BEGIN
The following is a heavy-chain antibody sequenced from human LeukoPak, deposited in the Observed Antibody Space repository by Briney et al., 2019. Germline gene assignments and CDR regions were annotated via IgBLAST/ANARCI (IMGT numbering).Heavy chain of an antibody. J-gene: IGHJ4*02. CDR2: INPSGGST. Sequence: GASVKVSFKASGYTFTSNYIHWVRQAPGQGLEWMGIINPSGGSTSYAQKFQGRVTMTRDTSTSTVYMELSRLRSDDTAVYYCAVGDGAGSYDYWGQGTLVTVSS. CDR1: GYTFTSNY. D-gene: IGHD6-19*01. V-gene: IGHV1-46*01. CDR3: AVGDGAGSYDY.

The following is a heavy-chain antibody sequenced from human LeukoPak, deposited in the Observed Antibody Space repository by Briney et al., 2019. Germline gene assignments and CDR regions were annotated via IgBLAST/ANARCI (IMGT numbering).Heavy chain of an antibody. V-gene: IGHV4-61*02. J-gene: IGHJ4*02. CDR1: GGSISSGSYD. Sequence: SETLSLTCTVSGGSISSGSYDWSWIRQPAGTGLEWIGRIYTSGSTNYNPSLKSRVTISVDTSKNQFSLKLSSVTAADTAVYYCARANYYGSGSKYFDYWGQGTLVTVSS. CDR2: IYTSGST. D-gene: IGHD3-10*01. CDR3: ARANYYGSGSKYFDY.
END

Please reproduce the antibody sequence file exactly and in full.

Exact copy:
The following is a heavy-chain antibody sequenced from human LeukoPak, deposited in the Observed Antibody Space repository by Briney et al., 2019. Germline gene assignments and CDR regions were annotated via IgBLAST/ANARCI (IMGT numbering).Heavy chain of an antibody. J-gene: IGHJ4*02. CDR2: INPSGGST. Sequence: GASVKVSFKASGYTFTSNYIHWVRQAPGQGLEWMGIINPSGGSTSYAQKFQGRVTMTRDTSTSTVYMELSRLRSDDTAVYYCAVGDGAGSYDYWGQGTLVTVSS. CDR1: GYTFTSNY. D-gene: IGHD6-19*01. V-gene: IGHV1-46*01. CDR3: AVGDGAGSYDY.

The following is a heavy-chain antibody sequenced from human LeukoPak, deposited in the Observed Antibody Space repository by Briney et al., 2019. Germline gene assignments and CDR regions were annotated via IgBLAST/ANARCI (IMGT numbering).Heavy chain of an antibody. V-gene: IGHV4-61*02. J-gene: IGHJ4*02. CDR1: GGSISSGSYD. Sequence: SETLSLTCTVSGGSISSGSYDWSWIRQPAGTGLEWIGRIYTSGSTNYNPSLKSRVTISVDTSKNQFSLKLSSVTAADTAVYYCARANYYGSGSKYFDYWGQGTLVTVSS. CDR2: IYTSGST. D-gene: IGHD3-10*01. CDR3: ARANYYGSGSKYFDY.